Sunday, June 29, 2008
Wednesday, June 25, 2008
Via Jake Tapper
Today McCain launched a web video that dovetails with his new talking point that when it comes to energy proposals, Obama is "Dr. No."
"No To Drilling Offshore Oil," the web video says, "No To A Gas Tax Holiday….No To Innovation. No To The Electric Car….No To Clean, Safe, Nuclear Energy...Barack Obama Truly Is The Dr. No Of Energy Security."
But unless one is over a certain age, a Sean Connery fan, or a member of Ian Fleming's immediate family, is the first James Bond film -- one that then-President John F. Kennedy heralded as a fave -- really the best reference for a 71-year-old candidate to be making?
Dr No - The Original
McCain is 'AWARE' of Internet
From Personal Democracy Forum 2008:
During the internet campaign directors' plenary, Mark Soohoo of the McCain campaign and Tracy Russo of the Edwards campaign argued about how important it was for the next president to understand the internet.
PINNING THEIR HOPES: Jewish Obama supporters have taken to wearing their allegiances on their sleeves — and lapels.
As the general election campaign gets under way, some Jewish liberals say they are working to ensure that 2008 doesn’t go down in history as the year that Barack Obama got “schvitz-boated.”
A small, grass-roots-powered group of Jewish Democrats called Jews for Obama is quietly rolling out an independent campaign to bolster its party’s presumptive presidential nominee. With a dozen board members but limited money and manpower, the group hopes to use the Internet to lance Republican attacks on Obama and to help the Illinois senator win over Jewish voters.
The new group, which is unusual in the scope of its efforts, has a fundraising goal of $500,000 with a gala planned for New York in September and current outreach efforts to major donors.
“In 2004, [Senator John] Kerry did not answer quickly enough and strongly enough when he was attacked,” said Gidon D. Remba, one of the group’s founders, in an interview with the Forward. Referring to the now-infamous ads run against Kerry in 2004 by the independent group Swift Boat Veterans for Truth, Remba said his current effort is needed because Obama is, like Kerry, being “swift-boated — or, as some like to call it, ‘schvitz-boated,’— every day.”
Read More HERE
Supporters of the spying bill received twice the contributions as those against it.
When scores of House Democrats joined Republicans last week to reauthorize a controversial White House spying program, many critics attributed that support to election-year jitters. But as liberal voters continue to bash Democrats on the issue, some campaign finance reformers charge that political contributions from the telecom industry, which benefited handsomely under the bill, probably also swayed votes.
In an analysis released Tuesday, Maplight.org, a nonprofit campaign finance watchdog group, found that lawmakers voting Friday in support of the wiretap deal averaged roughly twice the donations from the nation's leading telecoms - Verizon, Sprint and AT&T - over the last three years as those voting against it.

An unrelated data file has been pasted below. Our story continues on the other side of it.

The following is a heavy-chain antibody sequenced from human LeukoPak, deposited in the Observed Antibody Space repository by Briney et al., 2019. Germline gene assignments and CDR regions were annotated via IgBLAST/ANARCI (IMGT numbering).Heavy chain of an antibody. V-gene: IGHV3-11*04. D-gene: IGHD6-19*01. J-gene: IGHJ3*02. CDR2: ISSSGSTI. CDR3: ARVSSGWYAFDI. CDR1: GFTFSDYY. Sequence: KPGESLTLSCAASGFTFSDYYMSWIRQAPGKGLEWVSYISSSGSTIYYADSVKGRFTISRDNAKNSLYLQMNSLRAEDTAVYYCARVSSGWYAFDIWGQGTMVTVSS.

The figures might not have raised eyebrows except that the proposal contained a gift for the industry, effectively granting retroactive legal immunity to the telecoms that enabled the Bush administration's warrantless eavesdropping program. The immunity provision - blasted by civil libertarians for putting industry concerns above Fourth Amendment rights against search and seizure - rescues the companies from the roughly 40 lawsuits pending against them. Some money-in-politics watchdogs say the connection between the contributions and votes is no accident.
"This is all part of the abuse of power that we've seen out of this White House, as well as Congress' refusal to stand up and perform its constitutional duty to check the executive branch," said Boyle of Common Cause. "Congress is complicit here."
READ MORE HERE
Tuesday, June 24, 2008
Senator Reid just informed his colleagues on the Senate floor that, because of all the other bills in the queue (like the housing bill, and the Iraq supplemental), FISA may not get a vote until after the July 4 holiday recess.
This is honestly the best we can hope for right now. Sens. Dodd, Wyden and Feingold are ready to filibuster and gamely trying to get colleagues to do the same (Sen. Dodd's speech tonight was a bravura performance), but realistically the numbers to stop cloture aren't there. However, that could change if the delay continues. And getting this to the recess means being able to get in a lot of Senators' faces on their trips back home. In addition, there's going to be a very short window in August where a ton of must-pass bills have to get through Congress, and throwing FISA in with that mess means that anything can happen.
Call your Senators first thing in the morning- phone numbers here.
Sunday, June 22, 2008
Tuesday, June 17, 2008
Monday, June 16, 2008
Smart move: Who needs the “hanging chad’ problems of Florida and the “voter disenfranchisement” of Ohio?
Barack Obama's campaign envisions a path to the presidency that could include Virginia, Georgia and several Rocky Mountain states, but not necessarily the pair of battlegrounds that decided the last two elections — Florida and Ohio.
Read more: http://politicalticker.blogs.cnn.com/2008/06/16/obama-camp-we-can-win-without-ohio-florida/